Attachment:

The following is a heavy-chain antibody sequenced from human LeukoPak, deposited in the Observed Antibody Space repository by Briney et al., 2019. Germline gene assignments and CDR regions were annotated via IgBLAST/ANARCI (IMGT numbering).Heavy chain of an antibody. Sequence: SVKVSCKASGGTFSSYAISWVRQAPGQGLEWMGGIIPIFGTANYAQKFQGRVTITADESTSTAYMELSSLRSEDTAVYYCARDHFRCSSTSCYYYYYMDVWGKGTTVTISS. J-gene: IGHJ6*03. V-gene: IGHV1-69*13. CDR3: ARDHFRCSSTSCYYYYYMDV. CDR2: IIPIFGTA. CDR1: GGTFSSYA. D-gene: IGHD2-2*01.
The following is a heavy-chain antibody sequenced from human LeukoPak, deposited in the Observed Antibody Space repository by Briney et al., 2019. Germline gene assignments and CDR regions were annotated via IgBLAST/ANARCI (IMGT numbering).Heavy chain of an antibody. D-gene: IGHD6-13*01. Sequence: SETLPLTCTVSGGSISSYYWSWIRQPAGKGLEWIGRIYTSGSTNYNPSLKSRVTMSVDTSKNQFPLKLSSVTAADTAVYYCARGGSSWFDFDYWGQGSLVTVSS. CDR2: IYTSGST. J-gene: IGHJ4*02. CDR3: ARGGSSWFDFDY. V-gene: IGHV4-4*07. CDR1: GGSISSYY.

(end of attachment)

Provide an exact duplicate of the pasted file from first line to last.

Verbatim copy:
The following is a heavy-chain antibody sequenced from human LeukoPak, deposited in the Observed Antibody Space repository by Briney et al., 2019. Germline gene assignments and CDR regions were annotated via IgBLAST/ANARCI (IMGT numbering).Heavy chain of an antibody. Sequence: SVKVSCKASGGTFSSYAISWVRQAPGQGLEWMGGIIPIFGTANYAQKFQGRVTITADESTSTAYMELSSLRSEDTAVYYCARDHFRCSSTSCYYYYYMDVWGKGTTVTISS. J-gene: IGHJ6*03. V-gene: IGHV1-69*13. CDR3: ARDHFRCSSTSCYYYYYMDV. CDR2: IIPIFGTA. CDR1: GGTFSSYA. D-gene: IGHD2-2*01.
The following is a heavy-chain antibody sequenced from human LeukoPak, deposited in the Observed Antibody Space repository by Briney et al., 2019. Germline gene assignments and CDR regions were annotated via IgBLAST/ANARCI (IMGT numbering).Heavy chain of an antibody. D-gene: IGHD6-13*01. Sequence: SETLPLTCTVSGGSISSYYWSWIRQPAGKGLEWIGRIYTSGSTNYNPSLKSRVTMSVDTSKNQFPLKLSSVTAADTAVYYCARGGSSWFDFDYWGQGSLVTVSS. CDR2: IYTSGST. J-gene: IGHJ4*02. CDR3: ARGGSSWFDFDY. V-gene: IGHV4-4*07. CDR1: GGSISSYY.